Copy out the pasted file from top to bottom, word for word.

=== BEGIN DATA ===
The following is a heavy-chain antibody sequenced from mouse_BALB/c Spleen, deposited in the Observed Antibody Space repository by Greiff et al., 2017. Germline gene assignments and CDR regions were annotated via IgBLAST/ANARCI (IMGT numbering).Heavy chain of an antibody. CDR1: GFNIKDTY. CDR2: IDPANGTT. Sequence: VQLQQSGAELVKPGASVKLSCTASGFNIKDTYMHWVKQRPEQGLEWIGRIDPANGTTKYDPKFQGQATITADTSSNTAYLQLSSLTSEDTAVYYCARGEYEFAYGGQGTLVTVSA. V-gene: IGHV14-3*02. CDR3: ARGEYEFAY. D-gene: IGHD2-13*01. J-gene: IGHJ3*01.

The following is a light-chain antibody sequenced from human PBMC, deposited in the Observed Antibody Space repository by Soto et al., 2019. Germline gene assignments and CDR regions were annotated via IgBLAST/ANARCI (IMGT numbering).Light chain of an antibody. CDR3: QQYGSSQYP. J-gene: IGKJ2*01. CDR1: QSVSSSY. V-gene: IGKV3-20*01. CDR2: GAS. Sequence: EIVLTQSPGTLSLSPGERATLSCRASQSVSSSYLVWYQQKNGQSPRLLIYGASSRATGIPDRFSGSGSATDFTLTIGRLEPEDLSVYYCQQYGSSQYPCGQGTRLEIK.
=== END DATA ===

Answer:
The following is a heavy-chain antibody sequenced from mouse_BALB/c Spleen, deposited in the Observed Antibody Space repository by Greiff et al., 2017. Germline gene assignments and CDR regions were annotated via IgBLAST/ANARCI (IMGT numbering).Heavy chain of an antibody. CDR1: GFNIKDTY. CDR2: IDPANGTT. Sequence: VQLQQSGAELVKPGASVKLSCTASGFNIKDTYMHWVKQRPEQGLEWIGRIDPANGTTKYDPKFQGQATITADTSSNTAYLQLSSLTSEDTAVYYCARGEYEFAYGGQGTLVTVSA. V-gene: IGHV14-3*02. CDR3: ARGEYEFAY. D-gene: IGHD2-13*01. J-gene: IGHJ3*01.

The following is a light-chain antibody sequenced from human PBMC, deposited in the Observed Antibody Space repository by Soto et al., 2019. Germline gene assignments and CDR regions were annotated via IgBLAST/ANARCI (IMGT numbering).Light chain of an antibody. CDR3: QQYGSSQYP. J-gene: IGKJ2*01. CDR1: QSVSSSY. V-gene: IGKV3-20*01. CDR2: GAS. Sequence: EIVLTQSPGTLSLSPGERATLSCRASQSVSSSYLVWYQQKNGQSPRLLIYGASSRATGIPDRFSGSGSATDFTLTIGRLEPEDLSVYYCQQYGSSQYPCGQGTRLEIK.